While we are on the subject of tails and caring for them- some people subscribe to tail wraps, pouches, bags and all sorts of other options to getting or keeping them long and beeyootifull.
Each of the following items and pictures are from and available through Schneider's. First we have the tail pouch, in a pack of 6 for $11.95. I recall they used to come with strings on the bottom as well for use against flies.
Then there are also the braid in tail bags for $8.99 each
and the plain old Lycra tail bag- pkg of 3 for $12.95.
For the pesky, hard to protect tails, there is also the Dura-Tech Padded Full Length Tail Wrap- for $9.95
Now I understand that some people absolutely love those ground dragging tails, some horses are capable of growing. They are pretty, but many times at that length, they are quite thin. Dragging the ground behind the horse just means all your work to keep it clean and grow it out, just went out the window as it picks up debris and dirt. I thought you would appreciate that...
For reiners, it is not as described by the self professed hair growing guru in the last post. Spinning and backing presents opportunities for the horse to step on and pull hair out of their tails. JR's mare was spinning one night and ripped out a huge chunk of hers. Her tail is really thick so it was nowhere near visible or noticeable, but it must have hurt a lot because her attitude and willingness to spin suddenly changed. There on the ground was a huge wad of her tail hair. We tied her tail up so spinning could be ended on a good note and meant no more pain for her.
Cutters too face the risk of being down in the dirt while working a cow and stepping on their tail. For some horses- that can mean a moment or more of lost concentration. Anything can happen and it may result in you losing a few points. Don't think that makes riders happy, because sometimes even just one point can mean the matter of being in the money or not.
Backing any horse also leaves the door wide open for those long tails to get stepped on, pulled and cause some degree of pain. Since pretty much every discipline requires backing at some point- it could and does happen. Why raise the potential to cause your horse pain for doing what is asked of them? Think they would be so willing to do it again, just because you ask it of them?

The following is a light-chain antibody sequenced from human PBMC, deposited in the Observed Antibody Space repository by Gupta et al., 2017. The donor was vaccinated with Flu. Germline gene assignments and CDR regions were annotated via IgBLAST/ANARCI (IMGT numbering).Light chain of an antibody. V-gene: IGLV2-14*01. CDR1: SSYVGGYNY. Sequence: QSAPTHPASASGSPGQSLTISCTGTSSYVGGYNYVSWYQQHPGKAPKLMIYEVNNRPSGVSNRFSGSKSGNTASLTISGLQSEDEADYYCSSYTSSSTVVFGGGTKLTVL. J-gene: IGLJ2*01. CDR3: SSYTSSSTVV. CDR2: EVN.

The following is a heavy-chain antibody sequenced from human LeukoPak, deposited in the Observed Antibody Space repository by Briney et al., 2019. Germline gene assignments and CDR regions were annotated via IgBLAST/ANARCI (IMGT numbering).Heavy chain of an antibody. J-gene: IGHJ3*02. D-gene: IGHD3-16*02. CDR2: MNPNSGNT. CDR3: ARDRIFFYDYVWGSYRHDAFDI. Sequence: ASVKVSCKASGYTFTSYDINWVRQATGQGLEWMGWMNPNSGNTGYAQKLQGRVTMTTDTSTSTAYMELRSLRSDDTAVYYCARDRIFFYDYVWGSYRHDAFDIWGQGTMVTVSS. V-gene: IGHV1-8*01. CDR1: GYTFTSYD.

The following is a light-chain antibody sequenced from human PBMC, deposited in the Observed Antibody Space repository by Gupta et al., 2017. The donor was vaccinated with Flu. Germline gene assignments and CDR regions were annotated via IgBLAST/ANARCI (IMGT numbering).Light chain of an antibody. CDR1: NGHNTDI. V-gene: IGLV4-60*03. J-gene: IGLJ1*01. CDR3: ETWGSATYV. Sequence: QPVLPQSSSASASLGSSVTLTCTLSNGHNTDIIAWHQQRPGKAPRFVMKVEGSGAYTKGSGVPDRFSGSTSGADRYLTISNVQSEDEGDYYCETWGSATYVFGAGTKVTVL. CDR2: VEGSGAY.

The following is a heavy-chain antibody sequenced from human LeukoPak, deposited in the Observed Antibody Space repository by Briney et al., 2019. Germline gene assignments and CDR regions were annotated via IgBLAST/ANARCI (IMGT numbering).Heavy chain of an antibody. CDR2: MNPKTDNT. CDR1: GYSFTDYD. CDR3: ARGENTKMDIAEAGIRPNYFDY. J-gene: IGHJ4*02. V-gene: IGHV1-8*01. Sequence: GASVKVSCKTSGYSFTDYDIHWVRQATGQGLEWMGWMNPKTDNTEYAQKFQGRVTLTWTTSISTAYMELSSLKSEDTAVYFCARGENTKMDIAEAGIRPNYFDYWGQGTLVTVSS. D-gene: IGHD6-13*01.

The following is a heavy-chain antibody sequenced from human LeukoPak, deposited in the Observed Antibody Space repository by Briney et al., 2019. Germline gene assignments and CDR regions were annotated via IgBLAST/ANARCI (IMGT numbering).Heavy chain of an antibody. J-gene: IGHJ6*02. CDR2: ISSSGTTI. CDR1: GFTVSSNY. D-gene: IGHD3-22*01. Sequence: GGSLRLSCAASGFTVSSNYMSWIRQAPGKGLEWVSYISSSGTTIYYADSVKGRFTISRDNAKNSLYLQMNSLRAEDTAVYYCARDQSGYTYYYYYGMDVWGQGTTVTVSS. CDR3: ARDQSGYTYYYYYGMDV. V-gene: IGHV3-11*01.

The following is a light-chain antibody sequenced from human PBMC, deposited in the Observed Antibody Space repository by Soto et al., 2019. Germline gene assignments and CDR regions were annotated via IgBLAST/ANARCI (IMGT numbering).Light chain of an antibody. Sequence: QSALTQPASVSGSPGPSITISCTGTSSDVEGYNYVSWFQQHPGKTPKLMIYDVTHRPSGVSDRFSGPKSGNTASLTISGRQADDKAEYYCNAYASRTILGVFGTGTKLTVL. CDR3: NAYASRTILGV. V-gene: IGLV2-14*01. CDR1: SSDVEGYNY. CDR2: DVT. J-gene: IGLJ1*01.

The other problem I have seen with tail bags, wraps and various treatments people use is the way they are applied. I have dealt with and seen the results of tail wraps and pouches applied too tightly around the dock of the tail. If left on this way long enough, you are cutting off circulation and the tail can certainly fall completely off below that point. Surely, those are Not the wondrous results you or your horse hoped for.
When people go the route of braid in or otherwise attached tail bags, sometimes they don't make any effort to look at the tail. You still have to take care of it. Out of sight, should not mean out of mind. Check for dryness in the hair itself. If it is getting too dry, take it out and wash it, use conditioner and maybe leave the bag off for a while. Wash the tail bag too. It can collect dirt or bedding inside of it leaving the tail in a constant state of gunk. Would you wrap your own hair up with dirt? I'm not thinking many people would...
Dry hairs can become brittle and then breakage happens easily. I have seen dry, ignored tails come completely off. Leaving behind only what was not in the bag. That's something any of us look forward to either.
I am not against wrapping, tail bags or otherwise containing tails, but if you choose to use any of these products, please just inform yourself and be aware of what is going on with your horses tail. Things can and do happen, that you may not expect. Tail bags and wraps can get caught on fencing, latches, plants and all sorts of things you might not expect. The results of that are missing pieces if not the whole tail and pulled hairs, equalling pain for the horse. They just want to rid themselves of flies, a painfully destroyed tail is not their intent.
CCC on the last post mentioned her horse rubbing her tail. I will get pictures of my red mares tail, as it is coming back (Finally!) and if she would like to send pictures of hers, I will gladly address that as the next topic. It's a good one as many of us either have or will, at some point be faced with the issue.